Saturday, 16 April 2016

The post-marathon blues


You hear about the post-marathon blues, but you don't think they'll hit you at 2am on the dance floor of a crowded nightclub during the first night out you've had in four months.

You don't think you'll suddenly burst into tears and don't know how to stop. You don't think once the flood gates open they'll be uncontrollable.

You don't think you'll miss the worry and the fear and the anxiety of training. You don't think you'll miss the mornings when you've been awake hours before anyone else in the office or that first intake of cold morning air. You don't think you'll miss your 5am alarm or hours of your Sunday morning lost to long runs.

You don't think you'll grieve. You don't think you'll feel a sense of loss. You don't think you'll miss that sense of purpose, that focus, that need to work towards your goal. You don't think you'll feel a piece of you is missing when you have a weekend free of running.

You thought you'd love having your social life back. But you remember you didn't really like going out anyway, and you realise you'd rather spend a Saturday morning getting a parkrun PB than spend it nursing a hangover. You thought you'd be glad of the extra sleep and love no longer feeling exhausted all the time, but instead you miss that feeling of "I already did something today while everyone else was in bed."

You'll miss the awe of telling people how long your run was this weekend or nervously telling them how many weeks you had to go.

The post marathon blues are real. It was never about the end goal, it was about the journey. After months of dedication to one goal, to achieve it leaves you with no direction. Nothing to work towards. Nothing to strive for.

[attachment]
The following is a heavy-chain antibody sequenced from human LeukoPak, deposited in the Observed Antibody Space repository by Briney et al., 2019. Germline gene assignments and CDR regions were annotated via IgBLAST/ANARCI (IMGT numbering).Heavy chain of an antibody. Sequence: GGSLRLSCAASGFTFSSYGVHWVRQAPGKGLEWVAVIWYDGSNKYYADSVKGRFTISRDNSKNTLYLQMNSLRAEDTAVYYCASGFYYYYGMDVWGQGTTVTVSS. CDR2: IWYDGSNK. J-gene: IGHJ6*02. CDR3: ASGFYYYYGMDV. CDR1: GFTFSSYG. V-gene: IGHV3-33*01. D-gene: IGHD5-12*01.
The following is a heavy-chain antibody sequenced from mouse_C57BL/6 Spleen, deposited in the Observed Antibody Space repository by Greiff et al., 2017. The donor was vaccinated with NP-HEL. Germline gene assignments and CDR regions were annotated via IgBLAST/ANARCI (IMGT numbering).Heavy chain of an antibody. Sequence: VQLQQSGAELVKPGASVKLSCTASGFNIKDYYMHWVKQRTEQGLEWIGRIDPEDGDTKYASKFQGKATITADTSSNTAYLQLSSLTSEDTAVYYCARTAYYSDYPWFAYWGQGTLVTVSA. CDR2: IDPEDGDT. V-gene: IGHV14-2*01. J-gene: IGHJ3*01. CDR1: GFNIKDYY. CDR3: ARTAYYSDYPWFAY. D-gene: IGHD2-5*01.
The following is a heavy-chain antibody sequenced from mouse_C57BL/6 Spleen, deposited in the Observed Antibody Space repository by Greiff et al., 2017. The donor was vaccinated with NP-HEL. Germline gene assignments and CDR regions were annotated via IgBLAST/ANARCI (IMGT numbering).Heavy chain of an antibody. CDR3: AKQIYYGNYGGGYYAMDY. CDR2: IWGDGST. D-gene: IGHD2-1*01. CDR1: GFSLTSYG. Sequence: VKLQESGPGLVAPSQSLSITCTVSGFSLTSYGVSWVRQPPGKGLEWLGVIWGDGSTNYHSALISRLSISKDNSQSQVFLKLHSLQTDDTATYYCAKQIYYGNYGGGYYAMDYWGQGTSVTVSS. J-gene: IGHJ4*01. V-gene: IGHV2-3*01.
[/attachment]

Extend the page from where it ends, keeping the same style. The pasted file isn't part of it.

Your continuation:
And you have to mourn that loss. While your body is recovering your mind is too.

Your mind is no longer preoccupied with running maths, pace calculators, training plans committed to memory, fueling strategies. It's done. None of that matters anymore. 

You never thought you'd feel such a sense of loss for something that robbed you of so much time and energy and sleep and sweat.

So what next? "Are you going to do another one?" There is no right answer. The uninitiated gasp when you say yes, undoubtedly, definitely. Those who have been there nod. They know. They understand that nothing is harder than the training, but no relief is like the finish line. 

But another marathon is not as simple as just filling in a form and handing over your money. Training would have to begin in six months. Are you prepared for another winter of 5am alarms and lost Sundays? No, not yet. Maybe the year after, when you've forgotten how much dedicated training requires.

Marathoners are people who never give less than they're all. They're the people who get called crazy because they can't give up. They are the people that will arrange their weekend around that 20 mile run, or turn down their social life for an early night. They're committee, they're dedicated and they'll do whatever it takes. And not having that goal can drive you crazy.

Here's to whatever is next. While mourning the life that I did, the dedication I proved, the training I committed to and remembering the medal I won. Remembering that the training was the biggest challenge. That my medal represents the hundreds of miles I ran in training, not just the 26.2 I did on the day. Remembering that I set myself a goal and I achieved it. Knowing if I can do that, I can do anything. 

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